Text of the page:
ATA calculates the tonnage index based on surveys from its membership and has been doing so since the 1970s. This is a preliminary figure and subject to change in the final report issued around the 5th day of each month. The report includes month-to-month and year-over-year results, relevant economic comparisons, and key financial indicators.

 

 

 

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Average price of gallon of diesel drops nine-tenths of one cent

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The March 18 price was 9.8 cents higher than the comparable week one year ago.

WASHINGTON — It wasn’t much of a decline, but at the least could it be the beginning of a trend.

For the week ending March 18, the average on-highway price of a gallon of diesel fell nine-tenths of one cent to $3.07, according to the Energy Information Administration of the Department of Energy.

The average price had gone up 11.3 cents a gallon during the past four weeks.

The most significant decline was 2.3 cents a gallon on the West Coast, not including California. California, Arizona, Nevada, Oregon and Washington are the states in the West Coast region.

The next largest decline was 1.9 cents a gallon on the Midwest (Oklahoma, Kansas, Nebraska, South Dakota, North Dakota, Minnesota, Iowa, Missouri, Tennessee, Kentucky, Illinois, Wisconsin, Michigan, Indiana and Ohio).

The largest increase was 1.7 cents a gallon in New England (Connecticut, Rhode Island, Massachusetts, New Hampshire, Vermont and Maine).

The March 18 price was 9.8 cents higher than the comparable week one year ago.

 

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ACT Research index shows pricing/productivity indices fall

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The February fleet purchase intentions reading indicated an uptick in equipment demand, with 55.5 percent of respondents planning to buy trucks in the next three months, up from 53.6 percent, seasonally adjusted, in January. (Courtesy: NAVISTAR)

COLUMBUS, Ind. — The latest release of ACT’s For-Hire Trucking Index showed a downtick in volume, pricing and productivity with the supply-demand balance continuing trend, loosening for the fourth consecutive month.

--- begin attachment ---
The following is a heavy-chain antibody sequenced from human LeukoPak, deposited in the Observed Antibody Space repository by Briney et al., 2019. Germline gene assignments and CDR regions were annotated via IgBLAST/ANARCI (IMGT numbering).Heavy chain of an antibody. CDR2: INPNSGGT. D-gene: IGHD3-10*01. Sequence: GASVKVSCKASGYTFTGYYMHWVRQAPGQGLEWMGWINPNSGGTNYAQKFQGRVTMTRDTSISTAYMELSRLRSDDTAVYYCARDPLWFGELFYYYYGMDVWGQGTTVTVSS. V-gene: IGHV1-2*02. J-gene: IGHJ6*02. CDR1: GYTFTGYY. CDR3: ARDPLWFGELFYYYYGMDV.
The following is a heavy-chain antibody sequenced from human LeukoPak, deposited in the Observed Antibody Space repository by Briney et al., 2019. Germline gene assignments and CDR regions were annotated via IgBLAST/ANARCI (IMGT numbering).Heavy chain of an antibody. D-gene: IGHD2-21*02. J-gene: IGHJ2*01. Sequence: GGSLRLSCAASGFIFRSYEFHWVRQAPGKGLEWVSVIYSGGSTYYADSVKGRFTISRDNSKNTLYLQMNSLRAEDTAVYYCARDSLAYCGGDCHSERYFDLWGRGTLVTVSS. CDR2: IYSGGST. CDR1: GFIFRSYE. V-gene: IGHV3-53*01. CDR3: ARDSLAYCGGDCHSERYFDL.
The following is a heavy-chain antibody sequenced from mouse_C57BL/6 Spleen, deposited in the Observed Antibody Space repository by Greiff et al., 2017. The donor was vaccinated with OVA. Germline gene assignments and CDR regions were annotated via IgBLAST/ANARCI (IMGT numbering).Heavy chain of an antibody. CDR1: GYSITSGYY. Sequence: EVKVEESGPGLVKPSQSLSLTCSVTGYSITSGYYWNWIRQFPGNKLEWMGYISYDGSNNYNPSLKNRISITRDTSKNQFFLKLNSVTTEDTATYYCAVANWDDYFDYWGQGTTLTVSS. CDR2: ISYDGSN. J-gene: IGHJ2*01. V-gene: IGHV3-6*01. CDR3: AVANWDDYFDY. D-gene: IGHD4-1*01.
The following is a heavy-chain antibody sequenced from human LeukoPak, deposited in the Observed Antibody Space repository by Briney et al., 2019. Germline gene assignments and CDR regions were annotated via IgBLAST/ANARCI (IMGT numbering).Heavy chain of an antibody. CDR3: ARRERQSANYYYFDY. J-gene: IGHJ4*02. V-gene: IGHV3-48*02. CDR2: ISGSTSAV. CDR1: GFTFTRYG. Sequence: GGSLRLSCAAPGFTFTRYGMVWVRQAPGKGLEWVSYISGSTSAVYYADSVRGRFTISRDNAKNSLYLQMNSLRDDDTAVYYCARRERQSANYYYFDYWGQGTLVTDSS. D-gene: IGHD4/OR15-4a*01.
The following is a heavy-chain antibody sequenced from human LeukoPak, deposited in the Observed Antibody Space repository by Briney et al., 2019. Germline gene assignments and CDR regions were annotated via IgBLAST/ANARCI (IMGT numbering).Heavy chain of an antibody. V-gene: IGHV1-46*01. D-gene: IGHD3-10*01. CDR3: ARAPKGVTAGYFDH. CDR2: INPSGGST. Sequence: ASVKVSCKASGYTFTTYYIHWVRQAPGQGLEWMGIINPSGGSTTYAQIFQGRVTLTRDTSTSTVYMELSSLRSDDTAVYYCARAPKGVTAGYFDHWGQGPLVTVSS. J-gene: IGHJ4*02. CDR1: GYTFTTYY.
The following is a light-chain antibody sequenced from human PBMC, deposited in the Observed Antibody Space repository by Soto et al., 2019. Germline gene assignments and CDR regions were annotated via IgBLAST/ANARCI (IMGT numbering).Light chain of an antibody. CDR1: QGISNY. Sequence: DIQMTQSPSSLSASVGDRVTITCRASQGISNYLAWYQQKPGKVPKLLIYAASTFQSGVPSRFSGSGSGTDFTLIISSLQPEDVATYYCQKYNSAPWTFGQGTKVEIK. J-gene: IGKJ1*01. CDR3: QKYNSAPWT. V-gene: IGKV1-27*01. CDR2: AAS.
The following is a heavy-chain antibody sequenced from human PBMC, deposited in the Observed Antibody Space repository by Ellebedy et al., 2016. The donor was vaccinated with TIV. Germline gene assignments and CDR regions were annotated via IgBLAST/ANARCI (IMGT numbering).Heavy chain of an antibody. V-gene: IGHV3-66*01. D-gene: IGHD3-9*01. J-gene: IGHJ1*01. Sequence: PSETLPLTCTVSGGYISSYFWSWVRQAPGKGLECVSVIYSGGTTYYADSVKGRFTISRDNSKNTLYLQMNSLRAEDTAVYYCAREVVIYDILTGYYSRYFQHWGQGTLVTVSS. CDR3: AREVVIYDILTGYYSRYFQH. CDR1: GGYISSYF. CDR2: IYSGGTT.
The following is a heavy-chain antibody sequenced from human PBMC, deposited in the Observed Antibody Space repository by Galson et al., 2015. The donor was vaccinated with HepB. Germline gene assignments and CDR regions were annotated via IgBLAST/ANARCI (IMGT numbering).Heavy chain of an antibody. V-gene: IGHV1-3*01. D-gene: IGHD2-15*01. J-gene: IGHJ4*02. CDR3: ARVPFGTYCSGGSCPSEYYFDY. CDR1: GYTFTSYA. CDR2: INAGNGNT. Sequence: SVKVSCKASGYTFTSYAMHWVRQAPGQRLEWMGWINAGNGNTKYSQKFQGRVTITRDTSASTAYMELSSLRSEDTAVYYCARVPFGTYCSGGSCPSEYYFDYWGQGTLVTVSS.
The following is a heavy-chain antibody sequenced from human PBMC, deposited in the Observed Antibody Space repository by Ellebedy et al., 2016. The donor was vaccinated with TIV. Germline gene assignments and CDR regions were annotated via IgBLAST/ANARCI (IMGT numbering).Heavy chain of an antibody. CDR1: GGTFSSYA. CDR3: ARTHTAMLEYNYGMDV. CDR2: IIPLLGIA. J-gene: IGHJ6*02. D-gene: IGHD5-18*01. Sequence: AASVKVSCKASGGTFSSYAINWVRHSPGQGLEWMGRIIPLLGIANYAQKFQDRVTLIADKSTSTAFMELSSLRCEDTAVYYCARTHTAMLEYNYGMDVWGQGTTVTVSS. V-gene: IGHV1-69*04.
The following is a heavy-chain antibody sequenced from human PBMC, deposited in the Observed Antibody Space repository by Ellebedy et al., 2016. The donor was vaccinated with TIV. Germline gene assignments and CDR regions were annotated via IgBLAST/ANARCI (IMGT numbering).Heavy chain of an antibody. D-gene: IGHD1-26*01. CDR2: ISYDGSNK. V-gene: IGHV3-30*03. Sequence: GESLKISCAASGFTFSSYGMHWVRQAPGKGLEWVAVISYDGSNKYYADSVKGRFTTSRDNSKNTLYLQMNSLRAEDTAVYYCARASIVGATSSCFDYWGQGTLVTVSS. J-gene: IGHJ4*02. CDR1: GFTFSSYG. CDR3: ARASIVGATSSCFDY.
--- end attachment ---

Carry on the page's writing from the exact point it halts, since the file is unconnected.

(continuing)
The Volume Index returned to negative territory, reaching 47.1 in February, while pricing fell to 48.9. Productivity dropped sharply to 43.0, and the supply-demand balance now sits at 42.7.

“While respondents noted weather impacted February results, the Pricing Index fell below neutral for the first time since July 2016 amidst soft demand and accelerating pricing. We see evidence here that the laws of supply and demand have not been repealed,” said Tim Denoyer, ACT Research’s vice president and senior analyst. “The supply-demand balance reading fell from 45.6 in January, and the decline was due to the lower freight Volume Index reading, partly offset by the sequentially lower Capacity Index. Both accelerating Class 8 tractor production and slowing freight growth are loosening the supply-demand balance as we near the 2019 contract rate season.”

The February fleet purchase intentions reading indicated an uptick in equipment demand, with 55.5 percent of respondents planning to buy trucks in the next three months, up from 53.6 percent, seasonally adjusted, in January.

ACT is a publisher of new and used commercial vehicle industry data, market analysis and forecasting services for the North American market, as well as the U.S. tractor-trailer market and the China CV market.

ACT’s CV services are used by all major North American truck and trailer manufacturers and their suppliers, as well as the banking and investment community in North America, Europe, and China.

For more information on ACT, please visit .